3 Top Stocks Under $10

Stocks are expensive these days, so investors are looking for good deals in the market. Major stock market indexes are near all-time highs, and valuation ratios have also stretched toward the top ends of their historical ranges.

With fractional shares available from most brokerages, you don’t have to concentrate on stocks that have low share prices. By itself, the share price doesn’t have anything to do with the total value of a company. However, if you’re looking for low-priced stocks that actually do offer good value, we’ve done some digging to find three interesting stocks that cost less than $10 a share.

1. Antero Midstream

Antero Midstream (NYSE: AM) is a master limited partnership (MLP) that was created to manage the midstream operations of Antero Resources (NYSE: AR) in the Appalachian region. Antero Midstream owns pipelines and infrastructure that are used in the gathering, transportation, and storage of the gasses and liquids associated with the production and transportation of natural gas.

Antero Midstream ultimately supports Antero Resources, so its strategy and results are closely tied to the parent company. Higher volumes drove revenue 13.6% higher in 2020, but the company is only forecasting low-single-digit growth rates over the next five years. The MLP is increasing capital expenditures to accelerate capacity growth. This is to support accelerated volume production growth by Antero Resources, but it will force the MLP to reduce its quarterly dividend in 2021. Even with the reduction, the dividend will be close to the amount of free cash flow that the company expects to produce. That means that there’s not much wiggle room, and it’s not a situation in which the company could simply increase shareholder distributions if it chose to do so.

Still, Antero Midstream pays a roughly 9.5% dividend yield, and it trades at a modest forward P/E ratio of 11.5. The market is pricing in a drastic dividend reduction or exceptionally slow dividend growth in the future. The MLP presents more opportunity than risk at this time, and shares are just under $10.

Image source: Getty Images.

2. Radiant Logistics

Radiant Logistics (NYSEMKT: RLGT) is a shipping logistics company that partners with third parties to transport items that are often too large for the higher-profile freight carriers such as UPS and FedEx. Radiant’s services include freight forwarding, brokerage, tracking, and consulting.

Radiant’s annual revenue rose from $25 million in 2006 to $900 million in 2021 through organic growth and acquisitions. However, that rate of expansion has slowed in recent years, and the modest growth is forecast to continue in the foreseeable future. Earnings have outpaced sales due to efficiency improvements and gains from scale, but margins aren’t expected to expand significantly moving forward.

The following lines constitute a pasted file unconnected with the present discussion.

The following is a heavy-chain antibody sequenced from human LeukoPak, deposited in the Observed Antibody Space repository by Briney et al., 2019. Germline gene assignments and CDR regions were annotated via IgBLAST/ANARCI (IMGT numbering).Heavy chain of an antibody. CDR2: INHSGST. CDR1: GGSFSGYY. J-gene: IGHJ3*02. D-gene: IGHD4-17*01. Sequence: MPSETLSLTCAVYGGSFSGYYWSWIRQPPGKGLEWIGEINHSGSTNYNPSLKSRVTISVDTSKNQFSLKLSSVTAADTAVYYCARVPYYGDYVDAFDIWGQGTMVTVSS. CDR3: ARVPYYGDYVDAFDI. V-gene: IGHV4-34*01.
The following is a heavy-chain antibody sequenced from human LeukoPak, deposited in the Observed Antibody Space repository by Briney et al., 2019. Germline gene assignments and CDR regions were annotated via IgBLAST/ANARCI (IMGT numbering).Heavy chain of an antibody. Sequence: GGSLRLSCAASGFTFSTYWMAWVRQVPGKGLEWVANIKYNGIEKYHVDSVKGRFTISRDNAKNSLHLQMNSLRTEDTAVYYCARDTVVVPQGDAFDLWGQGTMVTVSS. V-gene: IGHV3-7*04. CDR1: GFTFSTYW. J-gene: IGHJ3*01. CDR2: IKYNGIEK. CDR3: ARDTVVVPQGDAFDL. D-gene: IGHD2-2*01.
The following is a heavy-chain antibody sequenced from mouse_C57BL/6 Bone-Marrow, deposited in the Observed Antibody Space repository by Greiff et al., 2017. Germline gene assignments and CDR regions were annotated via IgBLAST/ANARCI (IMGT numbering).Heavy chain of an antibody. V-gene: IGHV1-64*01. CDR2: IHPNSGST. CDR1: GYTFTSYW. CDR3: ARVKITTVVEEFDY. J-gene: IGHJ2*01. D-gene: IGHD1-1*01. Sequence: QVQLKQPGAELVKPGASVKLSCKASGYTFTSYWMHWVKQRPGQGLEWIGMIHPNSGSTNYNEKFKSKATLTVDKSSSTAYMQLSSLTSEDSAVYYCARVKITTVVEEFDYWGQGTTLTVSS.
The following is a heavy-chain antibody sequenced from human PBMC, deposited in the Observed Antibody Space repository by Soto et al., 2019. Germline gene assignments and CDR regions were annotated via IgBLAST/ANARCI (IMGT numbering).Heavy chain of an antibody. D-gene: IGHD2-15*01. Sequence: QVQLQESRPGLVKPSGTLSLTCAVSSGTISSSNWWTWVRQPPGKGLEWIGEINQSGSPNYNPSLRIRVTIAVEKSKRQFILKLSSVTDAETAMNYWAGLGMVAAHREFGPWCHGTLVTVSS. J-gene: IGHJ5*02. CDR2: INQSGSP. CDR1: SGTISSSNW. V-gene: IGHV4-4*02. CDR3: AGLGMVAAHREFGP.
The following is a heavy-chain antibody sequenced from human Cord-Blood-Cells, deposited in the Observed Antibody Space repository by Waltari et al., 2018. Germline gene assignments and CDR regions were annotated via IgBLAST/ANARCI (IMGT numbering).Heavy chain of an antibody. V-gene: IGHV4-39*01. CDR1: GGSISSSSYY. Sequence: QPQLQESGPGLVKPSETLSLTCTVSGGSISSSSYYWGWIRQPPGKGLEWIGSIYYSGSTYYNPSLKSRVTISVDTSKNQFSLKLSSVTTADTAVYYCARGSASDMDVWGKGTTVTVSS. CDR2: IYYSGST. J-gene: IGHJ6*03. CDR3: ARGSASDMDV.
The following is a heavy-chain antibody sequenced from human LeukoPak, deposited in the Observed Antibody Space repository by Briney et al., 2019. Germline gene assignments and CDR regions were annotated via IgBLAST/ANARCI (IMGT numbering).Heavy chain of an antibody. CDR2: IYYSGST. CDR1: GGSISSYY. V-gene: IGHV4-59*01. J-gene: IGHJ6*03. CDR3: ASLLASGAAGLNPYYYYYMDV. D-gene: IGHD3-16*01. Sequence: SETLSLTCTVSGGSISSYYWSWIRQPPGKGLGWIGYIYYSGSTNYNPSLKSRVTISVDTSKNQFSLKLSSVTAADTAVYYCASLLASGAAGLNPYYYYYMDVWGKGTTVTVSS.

Still, there are reasons to like Radiant. It’s a well-run company that’s succeeding in its niche. It has excellent financial health with regard to leverage and solvency. Most importantly, it’s cheap. The stock trades with a forward P/E ratio of 11.7 and an enterprise-value-to-EBITDA ratio of 8.9. Those are low in comparison to its peers.

Radiant’s cheap valuation and strong financial health could make it a premium acquisition target. The stock might also get attention from investors who start looking at smaller stocks as valuations rise among large-caps in other industries.

3. United Microelectronics

United Microelectronics (NYSE: UMC) is a relatively small microchip maker that’s based in Taiwan. Semiconductor stocks can be highly cyclical, and the industry is currently experiencing some volatility. Higher than expected demand paired with supply chain disruptions led to a global chip shortage. Chipmakers like United Microelectronics are potential beneficiaries of this trend, as they can create components and enjoy some pricing power amid surging demand.

United Microelectronics is investing heavily to upgrade its production capacity. That has some investors worried that it’s too late to the party, but some industry leaders are forecasting supply issues stretching beyond 2022. That would be great for the bull narrative.

The stock pays an annual dividend, which resulted in a healthy 3% yield earlier this month. Its 17.4 forward P/E ratio is in line with peers and its own historical range. These metrics suggest that there’s still room for share prices to rise if United Microelectronics can take advantage of the chip supply shortage over the next year. Nothing is guaranteed in the cyclical and evolving semiconductor industry, but there’s a combination of upside and fundamental stability here. That’s rare for stocks in this price range.

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Ryan Downie has no position in any of the stocks mentioned. The Motley Fool owns shares of and recommends FedEx. The Motley Fool has a disclosure policy.

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